That’s where she’ll be doing what she does best—stirring and pouring, never measuring or calculating, relying on memories, not recipes—alone in her humble cabin, sitting beside the fireplace. Here she steeps stinging nettle leaf, red raspberry, and clover in tall glass jars. She makes potions from bees’ honey and pine needles. She sinks her feet deep into the cold, damp dirt, letting it spring her back into this world. When the moon is full, she places jars of water onto a mossy bed, their openings facing upward, letting the silver moon cast beams of magic into the liquid. Yet this is not her source of strength. She gains her power from within, from the knowledge that she is tune with her Mother Earth. She syncs with her Magic Moon.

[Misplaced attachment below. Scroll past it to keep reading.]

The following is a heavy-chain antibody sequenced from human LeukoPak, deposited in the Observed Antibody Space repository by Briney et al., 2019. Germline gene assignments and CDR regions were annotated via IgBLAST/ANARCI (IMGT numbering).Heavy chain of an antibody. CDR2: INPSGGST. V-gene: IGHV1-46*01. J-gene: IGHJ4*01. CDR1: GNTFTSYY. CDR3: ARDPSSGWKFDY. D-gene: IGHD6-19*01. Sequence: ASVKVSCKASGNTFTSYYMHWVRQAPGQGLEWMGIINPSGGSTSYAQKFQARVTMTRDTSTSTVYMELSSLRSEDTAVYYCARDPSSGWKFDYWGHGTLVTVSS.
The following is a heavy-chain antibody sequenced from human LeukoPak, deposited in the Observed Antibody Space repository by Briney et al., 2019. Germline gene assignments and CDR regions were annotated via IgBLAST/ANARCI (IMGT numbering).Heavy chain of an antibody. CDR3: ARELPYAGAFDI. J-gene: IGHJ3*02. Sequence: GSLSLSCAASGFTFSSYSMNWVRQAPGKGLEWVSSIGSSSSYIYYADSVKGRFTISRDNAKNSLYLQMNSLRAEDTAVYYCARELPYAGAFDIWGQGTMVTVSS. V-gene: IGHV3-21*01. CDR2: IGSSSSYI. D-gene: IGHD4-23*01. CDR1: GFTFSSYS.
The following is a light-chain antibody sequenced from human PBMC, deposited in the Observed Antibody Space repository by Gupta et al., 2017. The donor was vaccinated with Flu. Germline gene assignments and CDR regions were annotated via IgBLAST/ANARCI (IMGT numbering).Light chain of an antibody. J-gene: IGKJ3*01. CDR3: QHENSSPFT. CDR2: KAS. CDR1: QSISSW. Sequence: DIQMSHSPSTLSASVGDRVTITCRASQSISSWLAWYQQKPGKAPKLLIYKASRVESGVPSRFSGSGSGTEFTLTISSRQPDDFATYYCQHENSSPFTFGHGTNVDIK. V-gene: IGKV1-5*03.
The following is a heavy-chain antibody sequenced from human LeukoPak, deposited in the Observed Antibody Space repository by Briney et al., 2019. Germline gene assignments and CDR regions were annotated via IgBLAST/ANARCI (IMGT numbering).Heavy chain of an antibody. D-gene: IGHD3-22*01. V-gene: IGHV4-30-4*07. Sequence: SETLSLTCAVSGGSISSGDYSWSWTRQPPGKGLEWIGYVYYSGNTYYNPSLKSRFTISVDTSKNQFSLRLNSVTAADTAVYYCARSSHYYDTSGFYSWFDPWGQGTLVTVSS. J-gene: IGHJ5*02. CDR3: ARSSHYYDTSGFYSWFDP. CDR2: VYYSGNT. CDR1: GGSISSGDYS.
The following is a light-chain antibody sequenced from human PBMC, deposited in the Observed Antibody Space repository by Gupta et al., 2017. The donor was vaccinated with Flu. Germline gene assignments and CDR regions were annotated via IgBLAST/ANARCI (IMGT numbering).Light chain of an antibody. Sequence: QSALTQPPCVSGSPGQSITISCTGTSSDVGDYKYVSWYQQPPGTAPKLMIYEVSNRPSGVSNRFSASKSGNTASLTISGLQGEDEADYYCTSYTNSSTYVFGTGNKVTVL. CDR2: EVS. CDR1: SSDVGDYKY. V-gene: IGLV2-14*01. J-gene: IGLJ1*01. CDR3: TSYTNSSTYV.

Though others call her the Wild Woman of the Wood, she knows that she is really a simple Wise Woman—one who listens to the songs the wind carries on its back, adjusting her potions accordingly. She hears her voice within, never letting thunderstorms outside drown it out. She is content to cook and bake, steep and ferment, from dawn until dusk, nourishing her body with the Earth’s generous offerings. But she does so because it pleases her, not because she’s beholden to anyone’s expectations. She does so because it’s what she’s always known, what she’s ever known, handed down to her from the Wise Women before her. For she is last in a long line of women who had been outcast, banished from their society, for knowing too much. For doing too much. For being too much.
Because that’s what history has shown us. True power comes from knowing yourself, and teaching others to know themselves. Our Wise Woman of the Wood has been keeping others’ secrets for too long, but it won’t be much longer now.